Summer


My friend has passed his exams. After so much worry that he’ll have to miss most of the Summer holidays, it turns out everything’s rather fine. So we can go ahead with our little project (more to come later, maybe).

Us international school students/foreign university students refer to the period between June/July and August/September as Summer. This is despite the fact that there is no real Summer in Sri Lanka. It’s hot all year around, bloody hot in June and July, but it’s hot either way. In the UK people revere the Summer, although I personally prefer Spring, which sounds more, well, get-up-and-go after the morbidity of the Winter.

In Sri Lanka, we’ve split up the seasons according to rainfall, since that’s the most change in weather we usually get. We’ve got the Monsoon season, and, well that’s all I remember. I’m sure I learnt this stuff in O/L geography. A bit of a shame I don’t remember, I sort-of liked the subject.

The UK Summer means 90% rain and 10% sunshine, and increasingly hot days [rant about Global Warming goes here]. Before I left the UK, we had some really wet weather, and then some really hot weather. British rain isn’t the sort of rain we get in Sri Lanka. In the UK it’s just always there in the background, slightly annoying but inconsequential. Life goes on regardless. In Sri Lanka the rain falls at an epic pace and in massive batches, successfully bringing the country to a halt. If we’re so lucky, there are days when it rains so much in the night that it’s taken for granted that the roads are clogged, and nobody bothers to go to school or work.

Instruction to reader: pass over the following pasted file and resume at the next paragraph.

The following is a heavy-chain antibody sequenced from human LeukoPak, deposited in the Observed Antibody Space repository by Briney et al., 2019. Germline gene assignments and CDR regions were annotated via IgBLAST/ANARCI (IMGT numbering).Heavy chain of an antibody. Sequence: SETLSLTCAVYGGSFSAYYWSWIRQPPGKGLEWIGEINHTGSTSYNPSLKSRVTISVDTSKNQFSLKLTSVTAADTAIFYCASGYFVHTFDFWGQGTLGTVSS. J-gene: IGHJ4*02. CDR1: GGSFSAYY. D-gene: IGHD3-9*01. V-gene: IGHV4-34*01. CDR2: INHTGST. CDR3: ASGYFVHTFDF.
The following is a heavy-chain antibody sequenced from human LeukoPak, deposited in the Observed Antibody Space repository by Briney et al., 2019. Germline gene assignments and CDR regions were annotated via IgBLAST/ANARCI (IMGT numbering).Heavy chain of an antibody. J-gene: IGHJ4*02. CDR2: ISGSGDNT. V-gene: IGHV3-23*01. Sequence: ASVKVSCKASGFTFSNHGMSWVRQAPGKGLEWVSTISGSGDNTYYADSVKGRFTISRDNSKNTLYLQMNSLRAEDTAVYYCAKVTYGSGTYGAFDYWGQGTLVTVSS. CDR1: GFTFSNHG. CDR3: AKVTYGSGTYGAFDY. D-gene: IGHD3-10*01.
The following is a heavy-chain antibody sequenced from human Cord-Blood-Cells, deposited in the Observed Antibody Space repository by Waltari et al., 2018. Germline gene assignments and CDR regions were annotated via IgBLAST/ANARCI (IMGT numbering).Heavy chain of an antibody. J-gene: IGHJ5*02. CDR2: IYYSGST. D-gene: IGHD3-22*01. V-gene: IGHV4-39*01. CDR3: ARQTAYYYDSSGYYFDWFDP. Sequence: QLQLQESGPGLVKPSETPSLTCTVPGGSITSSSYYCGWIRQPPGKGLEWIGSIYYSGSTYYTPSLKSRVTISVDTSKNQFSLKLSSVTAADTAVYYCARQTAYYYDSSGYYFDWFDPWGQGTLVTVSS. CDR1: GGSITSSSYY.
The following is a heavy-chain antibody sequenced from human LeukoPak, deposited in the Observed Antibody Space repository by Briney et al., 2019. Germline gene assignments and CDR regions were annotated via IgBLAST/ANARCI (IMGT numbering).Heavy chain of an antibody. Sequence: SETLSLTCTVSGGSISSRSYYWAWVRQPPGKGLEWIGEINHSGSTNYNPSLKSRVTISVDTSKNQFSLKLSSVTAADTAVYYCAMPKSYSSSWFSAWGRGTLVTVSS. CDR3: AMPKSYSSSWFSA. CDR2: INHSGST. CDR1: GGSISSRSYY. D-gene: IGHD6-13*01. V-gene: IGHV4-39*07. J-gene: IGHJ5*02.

I do like the Winter sunshine in Britain though. It’s cold, but the sunshine is just glorious and often the skies are clear. There then seems a sort of clarity in the air. Also, the ridiculously long Summer days are nice. And thanks to the Summer I get ridiculously long holidays to spend in Sri Lanka. But I still prefer Sri Lankan weather, even though almost everyday is a fight against the forces of sweat and stink.

Watch the Sri Lankan skies at sunset. There’s always a red hue. It looks beautiful, and you get it every evening. It’s worth living in Sri Lanka for these little things…

 

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